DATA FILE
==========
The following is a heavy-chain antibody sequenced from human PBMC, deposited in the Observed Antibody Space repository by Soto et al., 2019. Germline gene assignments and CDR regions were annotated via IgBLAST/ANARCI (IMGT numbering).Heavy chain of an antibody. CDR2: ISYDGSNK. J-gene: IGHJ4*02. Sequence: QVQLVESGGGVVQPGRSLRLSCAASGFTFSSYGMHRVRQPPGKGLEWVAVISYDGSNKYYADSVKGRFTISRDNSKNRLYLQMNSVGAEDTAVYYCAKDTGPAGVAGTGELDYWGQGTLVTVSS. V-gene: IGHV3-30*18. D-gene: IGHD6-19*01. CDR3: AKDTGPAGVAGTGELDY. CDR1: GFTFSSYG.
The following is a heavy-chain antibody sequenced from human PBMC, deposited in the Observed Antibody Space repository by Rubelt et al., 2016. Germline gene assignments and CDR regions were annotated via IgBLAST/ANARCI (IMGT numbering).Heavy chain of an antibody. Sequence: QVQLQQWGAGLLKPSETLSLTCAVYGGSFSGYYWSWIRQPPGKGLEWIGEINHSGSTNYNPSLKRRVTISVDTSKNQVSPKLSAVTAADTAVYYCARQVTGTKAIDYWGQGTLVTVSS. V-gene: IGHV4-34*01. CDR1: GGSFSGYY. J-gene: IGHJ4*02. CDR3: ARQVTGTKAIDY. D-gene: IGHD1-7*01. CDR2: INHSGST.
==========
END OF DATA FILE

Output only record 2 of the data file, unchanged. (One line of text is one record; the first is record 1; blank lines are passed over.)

The following is a heavy-chain antibody sequenced from human PBMC, deposited in the Observed Antibody Space repository by Rubelt et al., 2016. Germline gene assignments and CDR regions were annotated via IgBLAST/ANARCI (IMGT numbering).Heavy chain of an antibody. Sequence: QVQLQQWGAGLLKPSETLSLTCAVYGGSFSGYYWSWIRQPPGKGLEWIGEINHSGSTNYNPSLKRRVTISVDTSKNQVSPKLSAVTAADTAVYYCARQVTGTKAIDYWGQGTLVTVSS. V-gene: IGHV4-34*01. CDR1: GGSFSGYY. J-gene: IGHJ4*02. CDR3: ARQVTGTKAIDY. D-gene: IGHD1-7*01. CDR2: INHSGST.